By: Elly Bringaze
In light of recent headlines, I wanted to share my story of survival, but specifically to address the prevalence of suicide among those who suffer from eating disorders. Anorexia is the deadliest mental disease and suicide accounts for one in five anorexic deaths. I wrote this journal entry last weekend in response to the news and hope that it provides anyone suffering – from eating disorders, depression or anxiety – with the comfort of knowing that you are not alone. More importantly, I hope that it inspires you to not be afraid to ask for help.
Just like McCall, I grew up in Baton Rouge, surrounded by a loving family and incredible friends. I was a straight-A student, graduating salutatorian of my high school and went on to the University of Virginia. In college, I continued to excel academically, volunteered in my free time and served as President of my sorority. After graduation, I moved to New York City and took a prestigious job at a big Wall Street bank. That’s when my rapid decline began as a “one-time” graduation diet continued into a downward spiral that I couldn’t escape; and for two years, I suffered in silence from debilitating anorexia. I starved myself and exercised to the point of exhaustion, all while working long days in the office and maintaining a busy social life.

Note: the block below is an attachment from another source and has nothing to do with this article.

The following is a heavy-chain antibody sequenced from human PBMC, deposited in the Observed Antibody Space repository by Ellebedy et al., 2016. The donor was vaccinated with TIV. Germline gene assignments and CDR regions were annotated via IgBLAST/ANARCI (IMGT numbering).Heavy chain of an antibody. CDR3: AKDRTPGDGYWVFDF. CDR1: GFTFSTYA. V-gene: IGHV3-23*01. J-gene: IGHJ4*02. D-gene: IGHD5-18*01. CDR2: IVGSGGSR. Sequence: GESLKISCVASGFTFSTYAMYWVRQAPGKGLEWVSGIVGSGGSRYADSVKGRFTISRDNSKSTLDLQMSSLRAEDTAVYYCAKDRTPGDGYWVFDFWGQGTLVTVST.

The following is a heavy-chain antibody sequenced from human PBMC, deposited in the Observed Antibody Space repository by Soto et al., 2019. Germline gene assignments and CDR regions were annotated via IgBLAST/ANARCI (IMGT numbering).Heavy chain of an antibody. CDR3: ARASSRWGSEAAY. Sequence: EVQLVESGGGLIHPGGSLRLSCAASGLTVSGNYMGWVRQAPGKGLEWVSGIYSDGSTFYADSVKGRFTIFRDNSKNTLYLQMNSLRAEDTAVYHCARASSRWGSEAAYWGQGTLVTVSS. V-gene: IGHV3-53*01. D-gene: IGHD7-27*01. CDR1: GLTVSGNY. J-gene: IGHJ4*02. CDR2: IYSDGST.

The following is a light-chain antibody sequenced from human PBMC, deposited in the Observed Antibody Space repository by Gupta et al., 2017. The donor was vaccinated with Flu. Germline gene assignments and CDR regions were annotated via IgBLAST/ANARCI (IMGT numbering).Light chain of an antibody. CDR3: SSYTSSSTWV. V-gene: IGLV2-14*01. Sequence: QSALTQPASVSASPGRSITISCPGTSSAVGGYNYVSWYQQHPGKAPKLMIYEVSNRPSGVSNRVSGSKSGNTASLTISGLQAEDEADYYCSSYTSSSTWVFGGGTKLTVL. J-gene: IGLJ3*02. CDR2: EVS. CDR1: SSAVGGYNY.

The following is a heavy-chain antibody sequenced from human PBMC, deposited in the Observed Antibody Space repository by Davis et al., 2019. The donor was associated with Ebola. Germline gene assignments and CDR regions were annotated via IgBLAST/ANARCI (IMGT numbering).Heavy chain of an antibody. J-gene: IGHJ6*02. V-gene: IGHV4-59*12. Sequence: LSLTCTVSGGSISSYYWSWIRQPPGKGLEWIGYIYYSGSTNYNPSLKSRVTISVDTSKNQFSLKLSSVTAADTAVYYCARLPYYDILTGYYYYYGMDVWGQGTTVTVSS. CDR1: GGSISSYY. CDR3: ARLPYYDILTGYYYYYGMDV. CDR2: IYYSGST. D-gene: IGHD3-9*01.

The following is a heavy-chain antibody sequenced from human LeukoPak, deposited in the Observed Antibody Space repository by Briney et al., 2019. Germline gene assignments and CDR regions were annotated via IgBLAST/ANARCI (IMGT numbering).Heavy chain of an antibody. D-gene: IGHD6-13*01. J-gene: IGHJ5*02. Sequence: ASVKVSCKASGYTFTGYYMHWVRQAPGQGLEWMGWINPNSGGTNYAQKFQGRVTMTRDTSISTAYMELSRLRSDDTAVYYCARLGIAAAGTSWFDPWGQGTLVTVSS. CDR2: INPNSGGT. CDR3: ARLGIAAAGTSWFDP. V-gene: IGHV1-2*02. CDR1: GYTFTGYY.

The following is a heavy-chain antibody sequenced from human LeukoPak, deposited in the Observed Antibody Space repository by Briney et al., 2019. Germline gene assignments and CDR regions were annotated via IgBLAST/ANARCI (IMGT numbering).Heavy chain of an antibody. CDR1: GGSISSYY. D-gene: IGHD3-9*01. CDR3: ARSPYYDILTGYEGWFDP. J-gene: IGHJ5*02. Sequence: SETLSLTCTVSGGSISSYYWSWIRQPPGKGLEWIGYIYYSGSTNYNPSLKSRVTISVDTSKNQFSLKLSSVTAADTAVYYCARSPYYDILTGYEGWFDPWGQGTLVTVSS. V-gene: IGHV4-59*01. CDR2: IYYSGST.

I could sense that something was wrong – I didn’t feel like myself. The ambitious, joyful and loving Elly was replaced with a skeleton who could think of nothing but food and exercise. Yet, I was terrified to talk to anyone about my suffering out of fear of judgment, of disappointing my loved ones, of no longer being perfect. It wasn’t until my closest friends and family reached out in support that I was even willing to admit out loud how much I was suffering. They deserve all the credit in the world for making me feel comfortable enough to enter recovery.
Reaching out for help is petrifying in the moment, but it’s also the best decision you will ever make. I can’t even begin to describe the relief that I felt when I stepped off the plane from NYC straight into the arms of my mom. I was 24 years old but I felt like a child who just needed a hug.
I’ll admit – there were some casualties. I had to put my career on hold, I lost touch with friends and I left an exciting life in the big city. However, I didn’t lose the most important things: my life (luckily) and the love of the people who truly matter. The ones who love you will stand by your side - no questions asked – and you’ll be pleasantly surprised by some of the people who will step-up to fight with you. Most importantly, the peace, the joy and the life that you will regain in recovery is priceless.
Unlike so many, I was lucky enough to survive and make a full recovery. My mind is now free from the dark cloud of obsessive thoughts about food, exercise, dieting, calories and body fat. I am able to experience joy and smile and laugh in ways that I never thought would be possible again. I feel comfortable and at peace with myself for the first time in years; and not just in my body, but with who I am as an individual on an emotional and spiritual level. My eating disorder and recovery are not something to be ashamed of, they are a part of my journey and will be forever. The struggle is lifelong and I still experience challenging moments, but I have gained an unprecedented sense of hope and resilience that I’ll never relinquish.